Attention: This site looks better in the latest Mozilla or Internet Explorer.

The Learning Conference 2003

Home | Newsletter | Call for Papers | Register

Presentation Details


Indigenous Studies through Technology: A Rich Task in Teacher Education

Jennifer Munday.

Peter Botsman (2002), in his address to the CEO Institute, argues that Higher Education churns out graduates who are not fit for the ‘real world’.
“Will we have to retrain this MBA or PhD before we can use them? Before they can add any value or even make sense? Are the new graduates adaptive? Imaginative? And what do they bring to our tasks other than a standardised series of methods and ideas?”
Gardner (1993) has also argued that we teach children and students ‘out of context’.

In order to address these issues, students in the first year of their B.Ed(EC) have been given the task of creating learning centres for young children using technology tools on the topic of Indigenous Australian studies. The students have to engage in a number of tacit skills that cannot be taught formally in the classroom. Some of these skills correlate with those identified in Britain’s Changemakers program: assessing strengths and weaknesses; planning time and energy; carrying through an agreed responsibility; negotiating; dealing with people in power; solving problems; resolving conflict; coping with stress and tension; and, communicating. Botsman refers to all this as bringing the substance of University learning into the ‘play of life’.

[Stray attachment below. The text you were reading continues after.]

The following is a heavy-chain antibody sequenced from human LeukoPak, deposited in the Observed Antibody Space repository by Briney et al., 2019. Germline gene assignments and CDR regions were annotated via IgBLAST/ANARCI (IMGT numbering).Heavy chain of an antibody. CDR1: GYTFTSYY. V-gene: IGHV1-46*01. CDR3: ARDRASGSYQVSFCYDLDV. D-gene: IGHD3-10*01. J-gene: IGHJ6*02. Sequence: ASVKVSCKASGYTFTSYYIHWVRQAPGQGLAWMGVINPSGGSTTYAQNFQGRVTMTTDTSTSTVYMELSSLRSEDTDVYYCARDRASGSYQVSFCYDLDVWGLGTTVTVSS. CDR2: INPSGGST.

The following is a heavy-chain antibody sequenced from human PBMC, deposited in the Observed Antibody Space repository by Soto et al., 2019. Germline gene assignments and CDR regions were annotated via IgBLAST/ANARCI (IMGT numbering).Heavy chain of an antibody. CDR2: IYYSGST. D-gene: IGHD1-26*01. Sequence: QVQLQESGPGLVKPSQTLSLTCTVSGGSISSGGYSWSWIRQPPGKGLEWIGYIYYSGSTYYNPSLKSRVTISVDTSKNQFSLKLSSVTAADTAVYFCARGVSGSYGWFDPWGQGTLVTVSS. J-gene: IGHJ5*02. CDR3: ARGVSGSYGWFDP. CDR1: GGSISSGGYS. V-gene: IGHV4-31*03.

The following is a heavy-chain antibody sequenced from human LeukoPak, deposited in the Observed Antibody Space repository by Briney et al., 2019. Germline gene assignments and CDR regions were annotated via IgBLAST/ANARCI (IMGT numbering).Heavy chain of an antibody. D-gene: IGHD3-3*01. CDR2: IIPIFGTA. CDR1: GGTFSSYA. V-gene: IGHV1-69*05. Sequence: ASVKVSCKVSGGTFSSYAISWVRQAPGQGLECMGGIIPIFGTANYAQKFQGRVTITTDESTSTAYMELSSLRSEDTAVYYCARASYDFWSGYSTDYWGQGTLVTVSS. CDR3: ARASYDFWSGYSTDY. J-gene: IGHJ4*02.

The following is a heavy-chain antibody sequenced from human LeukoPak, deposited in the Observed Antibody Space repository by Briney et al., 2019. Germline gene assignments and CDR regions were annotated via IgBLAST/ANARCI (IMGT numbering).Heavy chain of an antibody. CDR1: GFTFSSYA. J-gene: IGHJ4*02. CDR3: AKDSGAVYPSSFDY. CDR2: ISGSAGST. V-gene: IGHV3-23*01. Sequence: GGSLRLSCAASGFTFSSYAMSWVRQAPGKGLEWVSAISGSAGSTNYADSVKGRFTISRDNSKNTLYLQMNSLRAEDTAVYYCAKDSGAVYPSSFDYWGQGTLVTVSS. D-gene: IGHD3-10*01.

Even though only in their first year of study, the B.Ed students are already projecting their learning into a ‘life’ situation. Using Constructivist theories of learning they plan and run a day of activities for children invited from local schools and pre-schools. The benefits of the project affect all involved, including the wider community.

This presentation (or paper) will describe the project; explain the processes the student undertake; and identify the positive attributes in the light of ‘new’ learning possibilities in Higher Education, including the progressive nature of tasks within this B.Ed.


Jennifer Munday  (Australia)
Lecturer in Arts and Technology Education
Murray Education Unit
Charles Sturt University

Along with colleagues, John Rafferty and Yalmambirra, Jenni Munday received the Faculty of Education Teaching Excellence Award for the ongoing implementation of the Indigenous Studies through technology project.

  • Indigenous Australian Studies
  • Technology
  • Teacher Education

(30 min Conference Paper, English)